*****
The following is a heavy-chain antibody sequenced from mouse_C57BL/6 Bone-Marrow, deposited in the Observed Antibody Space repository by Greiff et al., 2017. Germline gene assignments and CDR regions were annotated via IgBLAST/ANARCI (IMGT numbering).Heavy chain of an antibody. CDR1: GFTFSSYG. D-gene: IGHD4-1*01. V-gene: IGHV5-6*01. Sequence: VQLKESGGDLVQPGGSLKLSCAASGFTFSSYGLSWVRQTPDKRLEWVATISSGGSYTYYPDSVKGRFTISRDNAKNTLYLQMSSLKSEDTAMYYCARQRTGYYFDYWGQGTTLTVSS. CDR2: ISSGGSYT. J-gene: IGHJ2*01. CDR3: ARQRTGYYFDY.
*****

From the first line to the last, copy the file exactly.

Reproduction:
The following is a heavy-chain antibody sequenced from mouse_C57BL/6 Bone-Marrow, deposited in the Observed Antibody Space repository by Greiff et al., 2017. Germline gene assignments and CDR regions were annotated via IgBLAST/ANARCI (IMGT numbering).Heavy chain of an antibody. CDR1: GFTFSSYG. D-gene: IGHD4-1*01. V-gene: IGHV5-6*01. Sequence: VQLKESGGDLVQPGGSLKLSCAASGFTFSSYGLSWVRQTPDKRLEWVATISSGGSYTYYPDSVKGRFTISRDNAKNTLYLQMSSLKSEDTAMYYCARQRTGYYFDYWGQGTTLTVSS. CDR2: ISSGGSYT. J-gene: IGHJ2*01. CDR3: ARQRTGYYFDY.